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Reader: Regarding Ken Brubaker's column on the Dodge Ram ("Battering Ram," June '05): He may be a nerd, but he's no math nerd. A stock independent suspension ramping an 882? With the back wheel, like, 5 feet from the ramp? The Power Wagon only ramps, like, 550 or something like that. Then the 1500 almost ramps a thousand with the back wheels nowhere near the ramp. Weird! I just scratched my head and turned the page.
However, I digress. The only reason that I spot this kind of thing is because I read your magazine from cover to cover. So you should be proud to have someone like me who hangs on your every page but isn't afraid to offer a little criticism. Keep churning out the pages, but do us all a favor and buy Ken a calculator.
Editor: A calculator is on its way to the Midwest Bureau. Those RTI numbers should've been, er, 427 and 462, respectively. As a reminder, Ramp Travel Index is calculated by measuring the distance driven up the ramp in inches, divided by the vehicle's wheelbase, then multiplied by 1,000. It's kind of like a batting average of suspension travel.
And yes, we appreciate readers like you, Justin, so don't be afraid to keep us honest. We'll always savor the taste of shoe leather when we've got it coming.
Reader: I'm serving in the Air Force, stationed in Alaska. I own a '99 Dodge Durango with the 5.8L V-8 under the hood. There are only so many places here you can take a stock 4x4. I'm looking for a 4- to 6-inch quality lift. Can you point me in the right direction?
Editor: There's not a whole lot to choose from, but basically, anything that's made for Dakotas of the same vintage will work for your Durango. We know that Superlift and Tuff Country both make lift kits for your vehicle; there may be others out there, too. Check out the suspension advertisements in the magazine, do a little Web surfing (we Googled "Durango lift kit" for a start), and spend some time talking to the tech support people at the respective manufacturers to find out what kit will work best for your kind of 'wheeling.
Reader: Your magazine is one of the most informational magazines on shelves today. I read your magazine everywhere, and most of the time I can't get enough. The one thing I have found of interest is the constant bashing of IFS. As an owner of trucks with both IFS and solid-axle frontends, I have found advantages in both. There is no doubt that when it comes to rockcrawling, a solid axle has the advantage, but in most other applications, I find my IFS does a much better job. Although it doesn't have the articulation you find with a solid front, I can get better traction in deep trail ruts and when managing steep inclines. Aside from the advantage that IFS also rides nicer and behaves a lot better on pavement, hands down-which I think is where most of us tend to put the most miles.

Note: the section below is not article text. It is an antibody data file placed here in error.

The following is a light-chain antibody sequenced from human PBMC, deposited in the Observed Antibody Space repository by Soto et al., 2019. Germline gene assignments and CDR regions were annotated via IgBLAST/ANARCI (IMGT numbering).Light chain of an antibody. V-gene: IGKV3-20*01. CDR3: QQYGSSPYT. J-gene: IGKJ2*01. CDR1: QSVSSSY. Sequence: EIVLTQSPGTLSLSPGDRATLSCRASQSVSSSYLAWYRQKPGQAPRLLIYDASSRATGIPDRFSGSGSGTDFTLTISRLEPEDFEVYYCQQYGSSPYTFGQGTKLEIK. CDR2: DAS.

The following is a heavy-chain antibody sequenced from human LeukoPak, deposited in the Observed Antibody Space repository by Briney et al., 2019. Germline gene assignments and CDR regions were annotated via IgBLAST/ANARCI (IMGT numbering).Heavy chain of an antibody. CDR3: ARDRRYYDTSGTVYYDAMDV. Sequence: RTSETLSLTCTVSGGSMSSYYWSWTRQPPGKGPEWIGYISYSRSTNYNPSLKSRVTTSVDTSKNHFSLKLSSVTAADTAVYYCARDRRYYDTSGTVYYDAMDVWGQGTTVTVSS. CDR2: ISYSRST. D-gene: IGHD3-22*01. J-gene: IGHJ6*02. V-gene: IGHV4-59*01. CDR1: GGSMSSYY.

In your Hummer Alpha review (July '05), it is noted that both front and rear suspensions are independent. If it is so bad on the trail, why is the H1 one of the most capable vehicles in the world? I would love to be involved with a project that would pit IFS and solid front axles head to head, and settle any confusion as is to which is better.
Editor: We think you may have us confused with another 4x4 magazine. You certainly won't get any argument from us over the benefits of IFS for certain types of wheeling-not to mention daily driving, which is where we, like you, suspect the majority of four-bys log most of their miles. Comparing solid axles versus IFS, though, would be kind of an apples/oranges debate, as they each excel in different milieus. And while it's generally true that solid-axle setups have been traditionally easier to modify, a plethora of new IFS suspension kits from the aftermarket-not to mention growing acceptance of IFS among 'wheelers-is gradually changing the way folks look at IFS four-bys.
Still, the Hummer H1 is something of an anomaly among IFS rigs, inasmuch as it's designed for improved ground clearance and lower gearing (via outboard hub reduction gears) rather than for smooth on-road ride and handling. Also remember that the H1 comes with a few tricks-such as on-the-fly tire-inflation system and front and rear lockers-that most other IFS trucks don't get from the factory.
And if you still don't think that we support IFS, watch for "Project Range Runner," which will be getting a long-travel suspension.
Reader: Here is some information for Ned Bacon's "Project TraiLex" that you may find useful. Here in Ireland, there is a Land Cruiser 120-series that looks like the Lexus 470. It has a 3.0L diesel engine, and it has a 4.30:1 differential as standard for the clam-type-housing front diff. I do not know the size of the ring gear, but here are some Toyota part numbers to check out.
Gearset 3.91:1...PN 41201-80195
Gearset 4.10:1...PN 41201-80196
Gearset 4.30:1...PN 41201-80197
There is an 8-inch 4.88:1 reverse-cut gearset available from Toyota, and it was in the front axle of the Land Cruiser LJ70 series:
Gearset 4.88:1...PN 41214-60011
There is also an ARB Locker for this diff.
I have one of these high-pinion, reverse-cut gear diffs in my garage, so they do exist, but I don't know if the gears are a fit for the clam-type housing of the Lexus 470. Good luck with the project.
Reader: I was looking at that Tacoma lift kit in "What's New" (June '05). When I tried to call the company that makes it, though ... well, I think you guys listed a wrong number. Or am I just a klutz with a touch-tone phone?
Editor: You're right, we goofed. The correct number for All Pro Off Road is 951/658-7077. Apologies to all for any inconveniences.